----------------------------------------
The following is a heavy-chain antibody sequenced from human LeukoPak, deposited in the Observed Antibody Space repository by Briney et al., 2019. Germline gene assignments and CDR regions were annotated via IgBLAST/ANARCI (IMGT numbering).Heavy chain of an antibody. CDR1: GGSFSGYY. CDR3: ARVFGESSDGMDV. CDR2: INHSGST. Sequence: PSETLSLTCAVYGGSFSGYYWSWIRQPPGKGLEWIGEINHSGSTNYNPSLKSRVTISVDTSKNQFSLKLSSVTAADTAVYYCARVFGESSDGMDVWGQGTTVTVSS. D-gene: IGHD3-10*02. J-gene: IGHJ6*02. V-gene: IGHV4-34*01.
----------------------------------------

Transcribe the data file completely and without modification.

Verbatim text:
The following is a heavy-chain antibody sequenced from human LeukoPak, deposited in the Observed Antibody Space repository by Briney et al., 2019. Germline gene assignments and CDR regions were annotated via IgBLAST/ANARCI (IMGT numbering).Heavy chain of an antibody. CDR1: GGSFSGYY. CDR3: ARVFGESSDGMDV. CDR2: INHSGST. Sequence: PSETLSLTCAVYGGSFSGYYWSWIRQPPGKGLEWIGEINHSGSTNYNPSLKSRVTISVDTSKNQFSLKLSSVTAADTAVYYCARVFGESSDGMDVWGQGTTVTVSS. D-gene: IGHD3-10*02. J-gene: IGHJ6*02. V-gene: IGHV4-34*01.